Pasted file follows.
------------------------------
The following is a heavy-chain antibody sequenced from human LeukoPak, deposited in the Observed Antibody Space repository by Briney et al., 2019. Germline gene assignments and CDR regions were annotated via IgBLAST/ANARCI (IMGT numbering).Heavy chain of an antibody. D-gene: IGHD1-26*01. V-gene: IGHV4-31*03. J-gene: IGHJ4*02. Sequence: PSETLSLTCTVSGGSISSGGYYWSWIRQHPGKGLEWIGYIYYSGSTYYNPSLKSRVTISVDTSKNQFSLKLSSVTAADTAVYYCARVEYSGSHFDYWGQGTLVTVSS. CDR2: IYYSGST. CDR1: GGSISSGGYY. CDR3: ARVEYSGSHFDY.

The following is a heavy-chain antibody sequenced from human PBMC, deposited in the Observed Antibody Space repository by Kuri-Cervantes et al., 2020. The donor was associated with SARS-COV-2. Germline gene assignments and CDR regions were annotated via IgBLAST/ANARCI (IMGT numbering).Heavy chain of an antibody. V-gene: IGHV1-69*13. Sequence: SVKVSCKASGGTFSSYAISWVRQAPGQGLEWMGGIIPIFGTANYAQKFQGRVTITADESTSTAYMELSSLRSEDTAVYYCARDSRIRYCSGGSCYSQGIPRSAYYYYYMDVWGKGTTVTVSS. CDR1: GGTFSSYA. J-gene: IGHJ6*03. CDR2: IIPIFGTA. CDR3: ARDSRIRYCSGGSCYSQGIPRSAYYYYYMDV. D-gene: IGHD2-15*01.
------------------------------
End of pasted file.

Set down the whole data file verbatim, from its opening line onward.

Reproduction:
The following is a heavy-chain antibody sequenced from human LeukoPak, deposited in the Observed Antibody Space repository by Briney et al., 2019. Germline gene assignments and CDR regions were annotated via IgBLAST/ANARCI (IMGT numbering).Heavy chain of an antibody. D-gene: IGHD1-26*01. V-gene: IGHV4-31*03. J-gene: IGHJ4*02. Sequence: PSETLSLTCTVSGGSISSGGYYWSWIRQHPGKGLEWIGYIYYSGSTYYNPSLKSRVTISVDTSKNQFSLKLSSVTAADTAVYYCARVEYSGSHFDYWGQGTLVTVSS. CDR2: IYYSGST. CDR1: GGSISSGGYY. CDR3: ARVEYSGSHFDY.

The following is a heavy-chain antibody sequenced from human PBMC, deposited in the Observed Antibody Space repository by Kuri-Cervantes et al., 2020. The donor was associated with SARS-COV-2. Germline gene assignments and CDR regions were annotated via IgBLAST/ANARCI (IMGT numbering).Heavy chain of an antibody. V-gene: IGHV1-69*13. Sequence: SVKVSCKASGGTFSSYAISWVRQAPGQGLEWMGGIIPIFGTANYAQKFQGRVTITADESTSTAYMELSSLRSEDTAVYYCARDSRIRYCSGGSCYSQGIPRSAYYYYYMDVWGKGTTVTVSS. CDR1: GGTFSSYA. J-gene: IGHJ6*03. CDR2: IIPIFGTA. CDR3: ARDSRIRYCSGGSCYSQGIPRSAYYYYYMDV. D-gene: IGHD2-15*01.